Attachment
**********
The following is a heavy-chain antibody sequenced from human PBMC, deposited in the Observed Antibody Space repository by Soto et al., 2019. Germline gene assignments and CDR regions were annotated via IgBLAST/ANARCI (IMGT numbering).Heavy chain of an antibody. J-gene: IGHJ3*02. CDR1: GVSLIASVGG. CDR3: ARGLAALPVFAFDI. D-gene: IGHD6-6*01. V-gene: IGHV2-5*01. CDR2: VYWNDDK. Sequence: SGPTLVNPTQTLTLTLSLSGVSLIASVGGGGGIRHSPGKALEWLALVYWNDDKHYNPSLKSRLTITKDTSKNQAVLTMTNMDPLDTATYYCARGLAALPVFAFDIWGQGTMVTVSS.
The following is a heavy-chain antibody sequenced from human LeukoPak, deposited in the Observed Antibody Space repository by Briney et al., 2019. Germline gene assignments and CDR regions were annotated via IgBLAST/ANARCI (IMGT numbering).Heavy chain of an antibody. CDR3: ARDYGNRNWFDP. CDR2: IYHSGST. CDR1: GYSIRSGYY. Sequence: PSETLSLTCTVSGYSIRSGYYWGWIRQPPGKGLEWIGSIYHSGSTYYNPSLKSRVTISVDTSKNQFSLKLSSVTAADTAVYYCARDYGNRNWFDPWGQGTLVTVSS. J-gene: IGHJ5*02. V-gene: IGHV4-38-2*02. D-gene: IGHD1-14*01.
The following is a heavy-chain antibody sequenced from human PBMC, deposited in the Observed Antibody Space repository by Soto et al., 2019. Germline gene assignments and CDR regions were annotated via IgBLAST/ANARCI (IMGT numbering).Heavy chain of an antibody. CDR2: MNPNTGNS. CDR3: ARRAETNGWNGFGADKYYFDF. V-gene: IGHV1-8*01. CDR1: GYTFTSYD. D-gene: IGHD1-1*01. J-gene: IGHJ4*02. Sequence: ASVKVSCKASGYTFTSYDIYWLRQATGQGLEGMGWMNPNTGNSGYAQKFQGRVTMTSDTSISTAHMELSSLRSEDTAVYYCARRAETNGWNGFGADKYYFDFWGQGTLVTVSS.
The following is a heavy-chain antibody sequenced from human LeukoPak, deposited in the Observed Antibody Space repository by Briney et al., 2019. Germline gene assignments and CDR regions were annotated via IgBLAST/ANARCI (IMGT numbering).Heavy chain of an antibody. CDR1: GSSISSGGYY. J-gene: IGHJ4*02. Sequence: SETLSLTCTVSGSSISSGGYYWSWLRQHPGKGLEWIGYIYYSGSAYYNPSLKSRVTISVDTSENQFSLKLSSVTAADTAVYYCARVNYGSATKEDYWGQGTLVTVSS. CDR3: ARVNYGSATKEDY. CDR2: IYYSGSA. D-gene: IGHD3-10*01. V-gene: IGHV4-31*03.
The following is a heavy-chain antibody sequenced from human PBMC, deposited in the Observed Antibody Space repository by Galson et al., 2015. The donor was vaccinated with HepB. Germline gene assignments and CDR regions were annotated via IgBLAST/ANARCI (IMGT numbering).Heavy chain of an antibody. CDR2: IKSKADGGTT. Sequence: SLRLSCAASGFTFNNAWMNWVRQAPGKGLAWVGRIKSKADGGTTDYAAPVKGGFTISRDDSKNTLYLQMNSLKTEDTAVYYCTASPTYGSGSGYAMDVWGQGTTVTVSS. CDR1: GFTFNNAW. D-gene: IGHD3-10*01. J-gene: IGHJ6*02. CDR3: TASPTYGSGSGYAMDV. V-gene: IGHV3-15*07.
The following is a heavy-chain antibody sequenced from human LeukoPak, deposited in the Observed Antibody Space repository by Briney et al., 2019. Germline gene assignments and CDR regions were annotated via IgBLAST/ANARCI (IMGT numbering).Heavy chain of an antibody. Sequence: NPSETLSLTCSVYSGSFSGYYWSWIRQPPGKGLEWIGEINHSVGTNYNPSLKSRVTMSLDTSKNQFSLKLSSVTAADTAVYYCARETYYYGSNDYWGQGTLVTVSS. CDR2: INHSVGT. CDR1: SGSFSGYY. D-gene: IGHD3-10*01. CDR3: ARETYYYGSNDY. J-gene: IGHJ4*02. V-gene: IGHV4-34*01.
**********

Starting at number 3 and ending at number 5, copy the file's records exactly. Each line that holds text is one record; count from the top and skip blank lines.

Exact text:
The following is a heavy-chain antibody sequenced from human PBMC, deposited in the Observed Antibody Space repository by Soto et al., 2019. Germline gene assignments and CDR regions were annotated via IgBLAST/ANARCI (IMGT numbering).Heavy chain of an antibody. CDR2: MNPNTGNS. CDR3: ARRAETNGWNGFGADKYYFDF. V-gene: IGHV1-8*01. CDR1: GYTFTSYD. D-gene: IGHD1-1*01. J-gene: IGHJ4*02. Sequence: ASVKVSCKASGYTFTSYDIYWLRQATGQGLEGMGWMNPNTGNSGYAQKFQGRVTMTSDTSISTAHMELSSLRSEDTAVYYCARRAETNGWNGFGADKYYFDFWGQGTLVTVSS.
The following is a heavy-chain antibody sequenced from human LeukoPak, deposited in the Observed Antibody Space repository by Briney et al., 2019. Germline gene assignments and CDR regions were annotated via IgBLAST/ANARCI (IMGT numbering).Heavy chain of an antibody. CDR1: GSSISSGGYY. J-gene: IGHJ4*02. Sequence: SETLSLTCTVSGSSISSGGYYWSWLRQHPGKGLEWIGYIYYSGSAYYNPSLKSRVTISVDTSENQFSLKLSSVTAADTAVYYCARVNYGSATKEDYWGQGTLVTVSS. CDR3: ARVNYGSATKEDY. CDR2: IYYSGSA. D-gene: IGHD3-10*01. V-gene: IGHV4-31*03.
The following is a heavy-chain antibody sequenced from human PBMC, deposited in the Observed Antibody Space repository by Galson et al., 2015. The donor was vaccinated with HepB. Germline gene assignments and CDR regions were annotated via IgBLAST/ANARCI (IMGT numbering).Heavy chain of an antibody. CDR2: IKSKADGGTT. Sequence: SLRLSCAASGFTFNNAWMNWVRQAPGKGLAWVGRIKSKADGGTTDYAAPVKGGFTISRDDSKNTLYLQMNSLKTEDTAVYYCTASPTYGSGSGYAMDVWGQGTTVTVSS. CDR1: GFTFNNAW. D-gene: IGHD3-10*01. J-gene: IGHJ6*02. CDR3: TASPTYGSGSGYAMDV. V-gene: IGHV3-15*07.